In order for Face ID to work on the iPhone X, Apple had to create a pretty complex setup that they are calling TrueDepth, which is basically an array of cameras and sensors that effectively help to map the user’s face properly in order to authenticate them. This is also used in the Animoji feature, but now it looks we have another use for the TrueDepth system.
Developed by Washington University computer science graduate Nathan Gitter, he has created a game for the iPhone X called Rainbrow which basically uses the TrueDepth camera to play. How it works is that gamers will use their eyebrows to move an emoji face up and down the screen to collect stars, while avoiding other emojis.
As you can see in the video above, raising one’s eyebrows will move the emoji upwards, while keeping their face neutral will maintain their position, and furrowing your brows will make your emoji character jump down. We reckon it will probably be a rather tiring game and wouldn’t be surprised if you walked away with some muscle cramps, but at the same time it is a pretty clever idea and a great way to leverage the TrueDepth system.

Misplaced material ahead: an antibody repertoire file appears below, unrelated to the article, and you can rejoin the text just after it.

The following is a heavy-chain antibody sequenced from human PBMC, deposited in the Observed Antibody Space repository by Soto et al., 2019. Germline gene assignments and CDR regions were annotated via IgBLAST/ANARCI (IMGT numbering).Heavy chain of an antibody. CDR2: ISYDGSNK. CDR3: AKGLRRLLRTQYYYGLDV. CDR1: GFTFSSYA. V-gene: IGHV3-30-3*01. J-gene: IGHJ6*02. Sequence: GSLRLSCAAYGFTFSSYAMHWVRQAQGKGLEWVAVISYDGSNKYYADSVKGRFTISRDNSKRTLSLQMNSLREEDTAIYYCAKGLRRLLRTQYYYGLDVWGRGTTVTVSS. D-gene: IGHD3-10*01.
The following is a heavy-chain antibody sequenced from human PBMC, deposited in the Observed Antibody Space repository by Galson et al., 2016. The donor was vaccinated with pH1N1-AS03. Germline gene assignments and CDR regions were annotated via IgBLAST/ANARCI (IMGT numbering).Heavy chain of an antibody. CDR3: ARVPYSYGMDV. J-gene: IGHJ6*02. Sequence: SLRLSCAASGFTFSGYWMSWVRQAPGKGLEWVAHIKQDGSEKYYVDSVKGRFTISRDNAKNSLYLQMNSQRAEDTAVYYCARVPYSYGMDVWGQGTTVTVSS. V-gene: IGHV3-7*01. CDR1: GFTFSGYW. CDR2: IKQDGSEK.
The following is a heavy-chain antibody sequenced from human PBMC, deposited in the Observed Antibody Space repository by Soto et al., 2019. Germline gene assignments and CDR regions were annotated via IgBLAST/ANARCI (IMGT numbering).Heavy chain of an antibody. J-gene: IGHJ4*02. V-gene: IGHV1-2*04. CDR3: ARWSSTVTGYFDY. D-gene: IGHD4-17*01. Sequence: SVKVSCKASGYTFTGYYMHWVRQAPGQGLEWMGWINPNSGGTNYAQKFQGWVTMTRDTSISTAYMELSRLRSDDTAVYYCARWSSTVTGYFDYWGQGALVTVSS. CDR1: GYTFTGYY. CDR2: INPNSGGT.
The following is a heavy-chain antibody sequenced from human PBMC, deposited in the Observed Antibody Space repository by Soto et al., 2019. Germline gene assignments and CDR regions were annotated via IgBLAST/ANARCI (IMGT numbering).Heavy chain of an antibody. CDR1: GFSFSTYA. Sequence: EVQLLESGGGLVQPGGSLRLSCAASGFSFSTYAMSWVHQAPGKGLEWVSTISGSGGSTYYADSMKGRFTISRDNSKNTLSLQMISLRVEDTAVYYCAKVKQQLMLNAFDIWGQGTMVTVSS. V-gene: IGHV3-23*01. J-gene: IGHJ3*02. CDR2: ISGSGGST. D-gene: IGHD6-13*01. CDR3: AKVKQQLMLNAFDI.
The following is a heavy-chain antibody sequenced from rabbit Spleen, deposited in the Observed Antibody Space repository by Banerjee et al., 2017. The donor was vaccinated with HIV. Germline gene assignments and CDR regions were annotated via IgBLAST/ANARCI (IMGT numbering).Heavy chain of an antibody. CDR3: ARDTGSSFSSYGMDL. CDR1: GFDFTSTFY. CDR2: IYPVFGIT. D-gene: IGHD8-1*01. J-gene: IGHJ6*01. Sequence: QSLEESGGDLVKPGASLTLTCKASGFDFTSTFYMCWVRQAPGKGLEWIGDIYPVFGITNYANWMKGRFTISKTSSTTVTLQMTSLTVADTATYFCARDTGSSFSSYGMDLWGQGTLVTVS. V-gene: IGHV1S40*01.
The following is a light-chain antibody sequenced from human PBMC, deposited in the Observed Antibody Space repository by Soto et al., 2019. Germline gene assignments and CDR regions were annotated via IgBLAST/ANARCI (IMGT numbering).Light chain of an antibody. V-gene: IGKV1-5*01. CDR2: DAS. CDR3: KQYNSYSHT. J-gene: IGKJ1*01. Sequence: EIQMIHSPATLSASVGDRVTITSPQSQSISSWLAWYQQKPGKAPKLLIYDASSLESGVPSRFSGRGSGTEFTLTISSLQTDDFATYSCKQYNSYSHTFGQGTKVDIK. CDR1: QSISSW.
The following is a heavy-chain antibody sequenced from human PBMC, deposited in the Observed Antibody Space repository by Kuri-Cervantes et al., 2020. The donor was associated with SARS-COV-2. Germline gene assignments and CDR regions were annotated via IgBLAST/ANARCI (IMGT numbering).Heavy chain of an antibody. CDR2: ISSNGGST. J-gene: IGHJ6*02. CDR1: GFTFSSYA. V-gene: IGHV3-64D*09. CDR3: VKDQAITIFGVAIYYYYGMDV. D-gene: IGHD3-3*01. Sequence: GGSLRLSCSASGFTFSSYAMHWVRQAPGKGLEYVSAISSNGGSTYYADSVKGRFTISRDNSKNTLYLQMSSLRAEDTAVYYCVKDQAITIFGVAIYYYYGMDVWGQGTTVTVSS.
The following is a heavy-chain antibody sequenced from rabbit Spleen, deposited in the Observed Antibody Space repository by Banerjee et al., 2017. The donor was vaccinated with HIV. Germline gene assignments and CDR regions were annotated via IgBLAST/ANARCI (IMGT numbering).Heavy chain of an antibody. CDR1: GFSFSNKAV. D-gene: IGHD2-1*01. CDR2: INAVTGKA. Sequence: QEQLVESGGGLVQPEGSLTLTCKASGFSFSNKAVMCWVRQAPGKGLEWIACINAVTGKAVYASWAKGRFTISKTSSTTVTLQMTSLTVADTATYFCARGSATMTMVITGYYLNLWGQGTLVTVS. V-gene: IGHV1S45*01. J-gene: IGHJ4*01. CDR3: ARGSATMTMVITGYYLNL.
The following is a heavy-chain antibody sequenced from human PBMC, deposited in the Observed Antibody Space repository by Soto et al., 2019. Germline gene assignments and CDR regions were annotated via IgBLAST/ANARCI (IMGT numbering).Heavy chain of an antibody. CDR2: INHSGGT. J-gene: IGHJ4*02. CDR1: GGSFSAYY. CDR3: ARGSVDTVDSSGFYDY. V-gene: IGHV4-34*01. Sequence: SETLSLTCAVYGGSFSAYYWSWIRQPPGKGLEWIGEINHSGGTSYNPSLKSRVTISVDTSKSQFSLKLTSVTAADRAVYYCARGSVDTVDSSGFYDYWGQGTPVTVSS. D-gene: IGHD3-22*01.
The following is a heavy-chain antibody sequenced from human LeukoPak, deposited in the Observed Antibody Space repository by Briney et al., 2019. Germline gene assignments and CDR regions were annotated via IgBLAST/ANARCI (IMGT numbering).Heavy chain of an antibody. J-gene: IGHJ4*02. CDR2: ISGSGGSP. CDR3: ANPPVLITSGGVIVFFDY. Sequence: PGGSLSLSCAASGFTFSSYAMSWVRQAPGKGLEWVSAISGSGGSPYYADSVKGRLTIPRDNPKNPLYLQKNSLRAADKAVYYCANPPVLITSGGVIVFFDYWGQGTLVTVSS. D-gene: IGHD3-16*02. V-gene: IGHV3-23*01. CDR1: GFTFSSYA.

Rainbrow is not the first app to use the TrueDepth system and ARKit. Previously we have seen a glasses maker use the system to help recommend frames for its users.
Filed in Apple >Cellphones >Gaming. Read more about Apps, face id, iOS and iphone x.
Apple iPhone X Full specs and details ►
2436×1125 Super AMOLED
~$? – Amazon
F1.8 Aperture Size
A11 Bionic + None